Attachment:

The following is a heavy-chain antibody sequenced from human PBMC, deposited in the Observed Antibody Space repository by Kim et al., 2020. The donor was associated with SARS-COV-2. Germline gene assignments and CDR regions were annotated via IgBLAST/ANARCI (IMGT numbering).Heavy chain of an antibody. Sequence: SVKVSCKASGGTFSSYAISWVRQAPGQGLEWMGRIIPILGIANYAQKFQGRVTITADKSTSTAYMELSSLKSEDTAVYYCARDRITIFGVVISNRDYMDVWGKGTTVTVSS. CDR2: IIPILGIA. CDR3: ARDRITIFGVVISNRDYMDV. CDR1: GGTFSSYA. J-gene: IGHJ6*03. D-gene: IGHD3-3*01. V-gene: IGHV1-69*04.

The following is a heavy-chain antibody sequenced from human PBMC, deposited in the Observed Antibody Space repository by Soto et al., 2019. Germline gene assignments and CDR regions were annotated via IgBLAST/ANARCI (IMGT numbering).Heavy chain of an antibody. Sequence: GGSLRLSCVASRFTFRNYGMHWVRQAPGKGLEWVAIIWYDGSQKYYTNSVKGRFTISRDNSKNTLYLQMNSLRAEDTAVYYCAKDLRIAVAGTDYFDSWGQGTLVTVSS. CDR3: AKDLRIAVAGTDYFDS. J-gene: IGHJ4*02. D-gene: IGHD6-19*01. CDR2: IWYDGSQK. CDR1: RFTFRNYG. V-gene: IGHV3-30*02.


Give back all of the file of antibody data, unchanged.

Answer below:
The following is a heavy-chain antibody sequenced from human PBMC, deposited in the Observed Antibody Space repository by Kim et al., 2020. The donor was associated with SARS-COV-2. Germline gene assignments and CDR regions were annotated via IgBLAST/ANARCI (IMGT numbering).Heavy chain of an antibody. Sequence: SVKVSCKASGGTFSSYAISWVRQAPGQGLEWMGRIIPILGIANYAQKFQGRVTITADKSTSTAYMELSSLKSEDTAVYYCARDRITIFGVVISNRDYMDVWGKGTTVTVSS. CDR2: IIPILGIA. CDR3: ARDRITIFGVVISNRDYMDV. CDR1: GGTFSSYA. J-gene: IGHJ6*03. D-gene: IGHD3-3*01. V-gene: IGHV1-69*04.

The following is a heavy-chain antibody sequenced from human PBMC, deposited in the Observed Antibody Space repository by Soto et al., 2019. Germline gene assignments and CDR regions were annotated via IgBLAST/ANARCI (IMGT numbering).Heavy chain of an antibody. Sequence: GGSLRLSCVASRFTFRNYGMHWVRQAPGKGLEWVAIIWYDGSQKYYTNSVKGRFTISRDNSKNTLYLQMNSLRAEDTAVYYCAKDLRIAVAGTDYFDSWGQGTLVTVSS. CDR3: AKDLRIAVAGTDYFDS. J-gene: IGHJ4*02. D-gene: IGHD6-19*01. CDR2: IWYDGSQK. CDR1: RFTFRNYG. V-gene: IGHV3-30*02.